‘Line’ Items: Emmy Edition

From Red Carpet to Red Ink – The Emmy Awards last night celebrated the best in TV. In Washington, the plotlines are still being written for this fall, but fiscal issues are sure to get star treatment.

No “Glee” from S&P – A senior executive with rating agency Standard & Poor’s last week warned the U.S. that its AAA credit rating was at risk down the road if action is not taken to address mounting national debt. The official specifically mentioned that they would closely follow the recommendations of the White House fiscal commission later this year and how Congress reacts.

“Mad Men” (and Women) of CRFB Release Realistic Baselines – Last week CRFB released its Medium- and Long-Term Baselines, which forecast a bleak budget outlook based on realistic assumptions about future policy. CRFB calculates that, absent significant policy action to change course, debt will reach 75 percent of GDP in 2015, 89 percent in 2020, and 127 percent in 2030.

A “Modern Family” Get-Together in Jackson Hole – Economists and central bankers descended upon Jackson Hole, Wyoming for an annual economic symposium where monetary and fiscal policy were hot topics. In his address, Federal Reserve Chairman Ben Bernanke admitted that the U.S. economy was sluggish and that the Fed stood ready to make sure the recovery continued. European Central Bank President Jean-Claude Trichet told the gathering that now that the worst of the financial crisis is over, governments must aggressively reduce their debt. CRFB President Maya MacGuineas was there and talked to CNBC about fiscal policy and the need for a credible debt reduction plan.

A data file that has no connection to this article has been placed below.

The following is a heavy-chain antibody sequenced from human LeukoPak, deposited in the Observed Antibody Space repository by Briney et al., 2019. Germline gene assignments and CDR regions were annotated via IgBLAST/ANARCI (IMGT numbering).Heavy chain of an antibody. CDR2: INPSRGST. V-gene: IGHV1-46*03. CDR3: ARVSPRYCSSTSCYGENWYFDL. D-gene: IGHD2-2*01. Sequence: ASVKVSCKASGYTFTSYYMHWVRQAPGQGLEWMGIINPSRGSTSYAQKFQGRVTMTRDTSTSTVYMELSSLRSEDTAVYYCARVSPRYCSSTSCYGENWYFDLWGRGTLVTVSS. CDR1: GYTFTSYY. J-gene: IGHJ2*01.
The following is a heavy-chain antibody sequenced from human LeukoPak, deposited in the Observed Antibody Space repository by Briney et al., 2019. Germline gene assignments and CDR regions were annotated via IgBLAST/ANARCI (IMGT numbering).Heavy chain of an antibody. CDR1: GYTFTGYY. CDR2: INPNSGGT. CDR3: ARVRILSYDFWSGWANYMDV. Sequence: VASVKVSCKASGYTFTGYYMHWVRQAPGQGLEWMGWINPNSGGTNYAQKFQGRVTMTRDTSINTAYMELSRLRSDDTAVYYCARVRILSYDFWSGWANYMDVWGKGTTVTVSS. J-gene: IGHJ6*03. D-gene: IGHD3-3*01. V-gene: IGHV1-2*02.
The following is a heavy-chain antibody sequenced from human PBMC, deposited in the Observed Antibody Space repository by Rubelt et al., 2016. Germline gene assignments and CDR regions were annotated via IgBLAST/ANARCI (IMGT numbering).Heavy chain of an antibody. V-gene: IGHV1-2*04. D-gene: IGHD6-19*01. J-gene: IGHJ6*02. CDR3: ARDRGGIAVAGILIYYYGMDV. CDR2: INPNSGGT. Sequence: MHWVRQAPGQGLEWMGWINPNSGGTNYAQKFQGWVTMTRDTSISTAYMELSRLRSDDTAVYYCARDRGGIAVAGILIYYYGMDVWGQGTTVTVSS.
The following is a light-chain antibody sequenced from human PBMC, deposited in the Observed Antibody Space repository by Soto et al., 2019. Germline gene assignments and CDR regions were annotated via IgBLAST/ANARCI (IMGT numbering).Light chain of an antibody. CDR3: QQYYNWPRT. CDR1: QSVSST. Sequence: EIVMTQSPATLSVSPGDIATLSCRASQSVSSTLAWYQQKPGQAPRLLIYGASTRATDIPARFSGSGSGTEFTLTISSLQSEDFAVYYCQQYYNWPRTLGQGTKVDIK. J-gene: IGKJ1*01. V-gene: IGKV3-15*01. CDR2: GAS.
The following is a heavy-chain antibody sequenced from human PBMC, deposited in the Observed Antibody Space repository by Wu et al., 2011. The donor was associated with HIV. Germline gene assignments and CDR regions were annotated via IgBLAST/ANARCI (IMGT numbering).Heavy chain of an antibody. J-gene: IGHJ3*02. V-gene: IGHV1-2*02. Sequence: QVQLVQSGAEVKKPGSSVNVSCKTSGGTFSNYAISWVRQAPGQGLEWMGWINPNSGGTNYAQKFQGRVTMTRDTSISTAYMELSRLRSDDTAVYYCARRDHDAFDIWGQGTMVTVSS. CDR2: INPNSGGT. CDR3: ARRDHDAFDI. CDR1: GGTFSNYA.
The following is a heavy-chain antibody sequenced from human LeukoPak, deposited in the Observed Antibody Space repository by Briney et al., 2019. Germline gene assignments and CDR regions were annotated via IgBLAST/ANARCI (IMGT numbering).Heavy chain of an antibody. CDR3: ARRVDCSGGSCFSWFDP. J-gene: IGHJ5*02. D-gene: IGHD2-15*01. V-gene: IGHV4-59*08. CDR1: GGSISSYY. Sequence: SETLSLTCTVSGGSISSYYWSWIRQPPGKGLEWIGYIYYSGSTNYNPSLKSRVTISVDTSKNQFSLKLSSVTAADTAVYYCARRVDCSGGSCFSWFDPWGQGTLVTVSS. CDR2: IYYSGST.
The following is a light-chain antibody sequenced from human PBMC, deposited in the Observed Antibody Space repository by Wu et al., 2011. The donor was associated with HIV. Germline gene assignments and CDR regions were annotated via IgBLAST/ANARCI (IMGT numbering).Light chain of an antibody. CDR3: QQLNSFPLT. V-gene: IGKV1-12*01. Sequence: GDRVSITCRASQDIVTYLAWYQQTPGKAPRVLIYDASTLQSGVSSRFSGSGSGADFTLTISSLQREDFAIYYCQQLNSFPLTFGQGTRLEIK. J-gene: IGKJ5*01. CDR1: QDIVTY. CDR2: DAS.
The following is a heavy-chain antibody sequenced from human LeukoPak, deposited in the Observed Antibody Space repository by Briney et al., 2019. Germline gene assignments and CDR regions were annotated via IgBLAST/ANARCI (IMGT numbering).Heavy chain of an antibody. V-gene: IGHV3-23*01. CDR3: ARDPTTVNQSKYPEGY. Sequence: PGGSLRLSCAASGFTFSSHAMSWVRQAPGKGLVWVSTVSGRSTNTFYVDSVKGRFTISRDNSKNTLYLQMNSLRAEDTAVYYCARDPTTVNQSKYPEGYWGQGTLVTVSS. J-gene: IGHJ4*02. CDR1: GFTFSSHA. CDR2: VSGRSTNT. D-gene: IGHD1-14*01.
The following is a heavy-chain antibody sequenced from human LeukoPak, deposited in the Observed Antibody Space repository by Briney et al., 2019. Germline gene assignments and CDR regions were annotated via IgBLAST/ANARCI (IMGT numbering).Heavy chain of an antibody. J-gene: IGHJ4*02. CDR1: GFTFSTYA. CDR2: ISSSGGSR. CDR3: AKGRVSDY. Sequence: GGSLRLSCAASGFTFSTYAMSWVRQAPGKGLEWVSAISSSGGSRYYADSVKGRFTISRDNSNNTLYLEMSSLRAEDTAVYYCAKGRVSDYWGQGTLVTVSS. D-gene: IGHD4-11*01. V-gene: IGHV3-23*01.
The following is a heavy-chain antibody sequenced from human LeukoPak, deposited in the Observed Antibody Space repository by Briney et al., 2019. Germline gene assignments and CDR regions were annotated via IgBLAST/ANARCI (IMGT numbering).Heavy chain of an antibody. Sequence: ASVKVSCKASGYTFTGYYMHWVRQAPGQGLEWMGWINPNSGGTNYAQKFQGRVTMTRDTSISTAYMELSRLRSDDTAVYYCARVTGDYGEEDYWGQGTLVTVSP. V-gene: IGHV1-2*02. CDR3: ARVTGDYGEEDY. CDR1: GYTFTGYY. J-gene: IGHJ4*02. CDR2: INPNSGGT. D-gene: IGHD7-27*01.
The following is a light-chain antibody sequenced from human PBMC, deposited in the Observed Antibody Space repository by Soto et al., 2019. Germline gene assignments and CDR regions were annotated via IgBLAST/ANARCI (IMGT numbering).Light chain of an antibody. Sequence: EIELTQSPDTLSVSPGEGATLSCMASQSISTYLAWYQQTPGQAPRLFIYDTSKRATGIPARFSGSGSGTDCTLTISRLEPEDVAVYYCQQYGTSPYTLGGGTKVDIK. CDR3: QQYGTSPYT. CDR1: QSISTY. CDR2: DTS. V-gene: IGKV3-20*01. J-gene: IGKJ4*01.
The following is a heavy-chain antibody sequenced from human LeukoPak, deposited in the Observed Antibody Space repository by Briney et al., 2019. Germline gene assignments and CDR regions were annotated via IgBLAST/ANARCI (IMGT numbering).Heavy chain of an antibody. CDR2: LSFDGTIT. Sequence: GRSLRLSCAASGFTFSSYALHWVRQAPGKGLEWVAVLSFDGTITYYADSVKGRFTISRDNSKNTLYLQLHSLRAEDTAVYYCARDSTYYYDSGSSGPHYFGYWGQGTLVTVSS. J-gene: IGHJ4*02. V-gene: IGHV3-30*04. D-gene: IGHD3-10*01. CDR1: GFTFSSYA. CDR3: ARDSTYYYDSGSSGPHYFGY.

Presidential Panel Seeks “Big Bang Theory” for Tax Reform – On Friday the President’s Economic Recovery Advisory Board submitted a report on tax reform options. The report offers several ideas for improving the tax code, along with pros and cons of each. Hopefully, the report will initiate a much-needed discussion on fundamental tax reform that modernizes the inefficient tax code and broadens the tax base.

Boehner Seeks to be “The Closer” – House Republican Leader John Boehner (R-OH) gave a much-publicized speech on the economy last week that is seen as a part of his effort to provide the closing campaign argument for control of the House of Representatives. He devoted significant time to fiscal policy in his remarks. Of particular importance were his statements on the need for tax reform. His acknowledgement that some tax breaks need to be reexamined and the tax code simplified are welcomed and could open the door for bipartisan reform.

Are Unemployment Numbers Still “Breaking Bad”? – Observers are eagerly awaiting the August unemployment report due Friday as an indicator of the strength of the recovery.